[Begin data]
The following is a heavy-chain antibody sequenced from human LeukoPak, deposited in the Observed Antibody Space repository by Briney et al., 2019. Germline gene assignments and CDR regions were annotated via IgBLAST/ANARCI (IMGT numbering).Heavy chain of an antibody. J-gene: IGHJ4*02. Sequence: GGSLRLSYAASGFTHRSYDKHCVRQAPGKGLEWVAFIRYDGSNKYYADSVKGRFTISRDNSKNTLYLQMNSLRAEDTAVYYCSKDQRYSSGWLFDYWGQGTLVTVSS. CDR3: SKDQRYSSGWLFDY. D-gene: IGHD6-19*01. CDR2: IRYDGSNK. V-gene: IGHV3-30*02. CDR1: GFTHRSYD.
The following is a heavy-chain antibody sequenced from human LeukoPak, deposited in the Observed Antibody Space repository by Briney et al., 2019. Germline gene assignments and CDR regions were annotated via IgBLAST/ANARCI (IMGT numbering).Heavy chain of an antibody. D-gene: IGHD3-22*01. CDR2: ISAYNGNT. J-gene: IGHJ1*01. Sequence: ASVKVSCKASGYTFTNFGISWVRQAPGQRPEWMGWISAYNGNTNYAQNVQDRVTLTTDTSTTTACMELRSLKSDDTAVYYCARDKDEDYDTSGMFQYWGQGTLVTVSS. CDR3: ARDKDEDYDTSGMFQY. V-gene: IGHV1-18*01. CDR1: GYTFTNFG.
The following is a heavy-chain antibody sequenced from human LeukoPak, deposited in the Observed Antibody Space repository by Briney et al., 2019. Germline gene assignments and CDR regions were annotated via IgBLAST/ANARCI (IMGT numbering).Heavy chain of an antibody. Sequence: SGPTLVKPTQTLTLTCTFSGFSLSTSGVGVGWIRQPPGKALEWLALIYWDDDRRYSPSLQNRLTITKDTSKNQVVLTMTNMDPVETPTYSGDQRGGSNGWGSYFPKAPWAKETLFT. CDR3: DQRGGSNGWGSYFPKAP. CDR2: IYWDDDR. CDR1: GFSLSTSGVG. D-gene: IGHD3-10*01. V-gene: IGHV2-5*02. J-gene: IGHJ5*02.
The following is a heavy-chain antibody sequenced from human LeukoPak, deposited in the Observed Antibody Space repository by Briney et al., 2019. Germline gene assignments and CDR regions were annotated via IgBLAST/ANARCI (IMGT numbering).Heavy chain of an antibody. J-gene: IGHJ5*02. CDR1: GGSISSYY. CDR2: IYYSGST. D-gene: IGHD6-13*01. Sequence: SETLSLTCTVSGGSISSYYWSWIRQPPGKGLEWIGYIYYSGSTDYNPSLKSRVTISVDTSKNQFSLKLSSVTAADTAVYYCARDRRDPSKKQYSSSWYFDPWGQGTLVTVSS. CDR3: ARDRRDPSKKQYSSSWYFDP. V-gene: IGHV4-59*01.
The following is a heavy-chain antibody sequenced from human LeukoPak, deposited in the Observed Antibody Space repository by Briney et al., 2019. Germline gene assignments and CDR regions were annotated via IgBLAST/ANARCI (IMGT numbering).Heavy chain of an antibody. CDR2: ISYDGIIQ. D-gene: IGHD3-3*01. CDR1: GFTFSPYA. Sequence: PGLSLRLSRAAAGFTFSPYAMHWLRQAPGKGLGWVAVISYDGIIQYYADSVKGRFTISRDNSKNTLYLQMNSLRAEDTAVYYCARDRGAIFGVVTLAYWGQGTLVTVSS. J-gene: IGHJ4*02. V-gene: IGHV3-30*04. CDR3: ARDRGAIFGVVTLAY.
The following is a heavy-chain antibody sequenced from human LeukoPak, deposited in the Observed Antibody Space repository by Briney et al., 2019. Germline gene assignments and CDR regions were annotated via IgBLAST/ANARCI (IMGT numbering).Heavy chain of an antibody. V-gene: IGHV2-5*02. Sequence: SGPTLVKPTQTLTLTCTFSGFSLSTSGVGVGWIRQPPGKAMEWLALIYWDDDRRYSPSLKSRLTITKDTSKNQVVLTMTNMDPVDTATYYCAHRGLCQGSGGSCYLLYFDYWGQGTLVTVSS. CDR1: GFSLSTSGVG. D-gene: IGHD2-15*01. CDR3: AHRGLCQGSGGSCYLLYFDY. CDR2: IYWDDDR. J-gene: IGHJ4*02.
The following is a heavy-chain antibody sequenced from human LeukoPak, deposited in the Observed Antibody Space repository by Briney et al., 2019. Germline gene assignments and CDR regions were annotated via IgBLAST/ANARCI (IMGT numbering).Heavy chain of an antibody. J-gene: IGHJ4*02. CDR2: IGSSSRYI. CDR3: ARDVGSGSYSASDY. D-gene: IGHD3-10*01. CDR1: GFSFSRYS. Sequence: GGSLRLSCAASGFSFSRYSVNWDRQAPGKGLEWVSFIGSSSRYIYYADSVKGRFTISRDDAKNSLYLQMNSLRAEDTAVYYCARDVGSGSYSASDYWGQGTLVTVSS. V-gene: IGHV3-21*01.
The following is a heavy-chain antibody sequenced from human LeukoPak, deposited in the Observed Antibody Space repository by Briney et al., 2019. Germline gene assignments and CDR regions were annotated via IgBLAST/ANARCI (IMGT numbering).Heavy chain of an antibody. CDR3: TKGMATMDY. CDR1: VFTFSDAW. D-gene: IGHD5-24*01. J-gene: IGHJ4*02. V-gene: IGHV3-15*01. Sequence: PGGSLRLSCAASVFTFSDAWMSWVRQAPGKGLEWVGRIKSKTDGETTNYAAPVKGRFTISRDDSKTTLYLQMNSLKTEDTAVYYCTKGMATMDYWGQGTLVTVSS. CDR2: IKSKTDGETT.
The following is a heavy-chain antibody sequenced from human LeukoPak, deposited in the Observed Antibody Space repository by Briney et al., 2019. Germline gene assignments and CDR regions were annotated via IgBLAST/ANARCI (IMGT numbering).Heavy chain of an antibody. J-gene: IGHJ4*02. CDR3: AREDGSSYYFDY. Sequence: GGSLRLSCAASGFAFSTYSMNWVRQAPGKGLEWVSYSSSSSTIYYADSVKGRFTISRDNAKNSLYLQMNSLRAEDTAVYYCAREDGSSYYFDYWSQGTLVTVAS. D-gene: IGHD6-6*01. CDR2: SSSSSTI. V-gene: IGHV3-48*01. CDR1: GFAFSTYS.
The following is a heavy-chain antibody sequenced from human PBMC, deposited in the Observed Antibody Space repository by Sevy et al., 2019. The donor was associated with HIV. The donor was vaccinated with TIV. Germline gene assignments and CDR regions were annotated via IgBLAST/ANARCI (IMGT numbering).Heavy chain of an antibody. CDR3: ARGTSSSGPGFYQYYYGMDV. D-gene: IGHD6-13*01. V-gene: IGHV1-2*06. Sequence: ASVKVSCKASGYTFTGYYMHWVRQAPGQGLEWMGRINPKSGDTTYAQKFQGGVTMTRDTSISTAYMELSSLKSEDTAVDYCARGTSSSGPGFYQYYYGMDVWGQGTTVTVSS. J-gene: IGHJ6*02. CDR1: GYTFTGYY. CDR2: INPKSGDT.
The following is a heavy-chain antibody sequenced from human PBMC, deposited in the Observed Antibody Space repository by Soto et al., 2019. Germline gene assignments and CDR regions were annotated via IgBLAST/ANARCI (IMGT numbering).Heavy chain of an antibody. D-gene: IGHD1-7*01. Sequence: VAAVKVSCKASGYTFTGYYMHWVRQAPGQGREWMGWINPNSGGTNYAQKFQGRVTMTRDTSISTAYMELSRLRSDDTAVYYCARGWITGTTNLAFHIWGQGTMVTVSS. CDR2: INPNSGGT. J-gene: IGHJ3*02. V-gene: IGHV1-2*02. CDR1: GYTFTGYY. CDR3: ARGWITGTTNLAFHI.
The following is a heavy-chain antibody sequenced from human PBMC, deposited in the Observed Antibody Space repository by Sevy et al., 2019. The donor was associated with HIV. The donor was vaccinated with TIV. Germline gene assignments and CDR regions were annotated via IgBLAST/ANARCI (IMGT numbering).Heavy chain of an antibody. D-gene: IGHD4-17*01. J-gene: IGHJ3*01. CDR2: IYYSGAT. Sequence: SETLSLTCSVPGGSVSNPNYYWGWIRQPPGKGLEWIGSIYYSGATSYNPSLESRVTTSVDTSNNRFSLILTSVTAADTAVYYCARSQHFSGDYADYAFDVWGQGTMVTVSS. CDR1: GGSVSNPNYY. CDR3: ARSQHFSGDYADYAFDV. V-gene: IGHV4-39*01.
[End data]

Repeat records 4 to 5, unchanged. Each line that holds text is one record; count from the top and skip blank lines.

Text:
The following is a heavy-chain antibody sequenced from human LeukoPak, deposited in the Observed Antibody Space repository by Briney et al., 2019. Germline gene assignments and CDR regions were annotated via IgBLAST/ANARCI (IMGT numbering).Heavy chain of an antibody. J-gene: IGHJ5*02. CDR1: GGSISSYY. CDR2: IYYSGST. D-gene: IGHD6-13*01. Sequence: SETLSLTCTVSGGSISSYYWSWIRQPPGKGLEWIGYIYYSGSTDYNPSLKSRVTISVDTSKNQFSLKLSSVTAADTAVYYCARDRRDPSKKQYSSSWYFDPWGQGTLVTVSS. CDR3: ARDRRDPSKKQYSSSWYFDP. V-gene: IGHV4-59*01.
The following is a heavy-chain antibody sequenced from human LeukoPak, deposited in the Observed Antibody Space repository by Briney et al., 2019. Germline gene assignments and CDR regions were annotated via IgBLAST/ANARCI (IMGT numbering).Heavy chain of an antibody. CDR2: ISYDGIIQ. D-gene: IGHD3-3*01. CDR1: GFTFSPYA. Sequence: PGLSLRLSRAAAGFTFSPYAMHWLRQAPGKGLGWVAVISYDGIIQYYADSVKGRFTISRDNSKNTLYLQMNSLRAEDTAVYYCARDRGAIFGVVTLAYWGQGTLVTVSS. J-gene: IGHJ4*02. V-gene: IGHV3-30*04. CDR3: ARDRGAIFGVVTLAY.